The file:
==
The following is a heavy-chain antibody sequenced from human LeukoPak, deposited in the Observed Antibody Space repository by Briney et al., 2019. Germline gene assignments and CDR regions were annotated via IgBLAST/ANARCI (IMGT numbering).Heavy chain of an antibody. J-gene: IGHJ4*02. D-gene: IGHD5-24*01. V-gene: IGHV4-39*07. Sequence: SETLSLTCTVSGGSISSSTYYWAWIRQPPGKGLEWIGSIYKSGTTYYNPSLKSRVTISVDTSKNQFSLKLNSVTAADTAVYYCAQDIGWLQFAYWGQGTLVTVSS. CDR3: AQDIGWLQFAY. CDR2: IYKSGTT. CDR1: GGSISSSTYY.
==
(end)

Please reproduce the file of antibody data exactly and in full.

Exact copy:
The following is a heavy-chain antibody sequenced from human LeukoPak, deposited in the Observed Antibody Space repository by Briney et al., 2019. Germline gene assignments and CDR regions were annotated via IgBLAST/ANARCI (IMGT numbering).Heavy chain of an antibody. J-gene: IGHJ4*02. D-gene: IGHD5-24*01. V-gene: IGHV4-39*07. Sequence: SETLSLTCTVSGGSISSSTYYWAWIRQPPGKGLEWIGSIYKSGTTYYNPSLKSRVTISVDTSKNQFSLKLNSVTAADTAVYYCAQDIGWLQFAYWGQGTLVTVSS. CDR3: AQDIGWLQFAY. CDR2: IYKSGTT. CDR1: GGSISSSTYY.